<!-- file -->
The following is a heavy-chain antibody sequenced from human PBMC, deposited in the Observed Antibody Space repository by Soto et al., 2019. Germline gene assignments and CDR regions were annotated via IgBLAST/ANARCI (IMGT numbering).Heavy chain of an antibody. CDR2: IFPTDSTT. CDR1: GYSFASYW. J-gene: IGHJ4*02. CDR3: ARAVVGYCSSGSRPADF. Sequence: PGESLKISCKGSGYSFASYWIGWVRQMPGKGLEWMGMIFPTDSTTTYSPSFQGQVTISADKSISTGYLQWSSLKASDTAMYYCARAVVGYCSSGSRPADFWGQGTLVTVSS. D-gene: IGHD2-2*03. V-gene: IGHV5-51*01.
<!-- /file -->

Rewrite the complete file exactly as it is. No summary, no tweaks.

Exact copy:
The following is a heavy-chain antibody sequenced from human PBMC, deposited in the Observed Antibody Space repository by Soto et al., 2019. Germline gene assignments and CDR regions were annotated via IgBLAST/ANARCI (IMGT numbering).Heavy chain of an antibody. CDR2: IFPTDSTT. CDR1: GYSFASYW. J-gene: IGHJ4*02. CDR3: ARAVVGYCSSGSRPADF. Sequence: PGESLKISCKGSGYSFASYWIGWVRQMPGKGLEWMGMIFPTDSTTTYSPSFQGQVTISADKSISTGYLQWSSLKASDTAMYYCARAVVGYCSSGSRPADFWGQGTLVTVSS. D-gene: IGHD2-2*03. V-gene: IGHV5-51*01.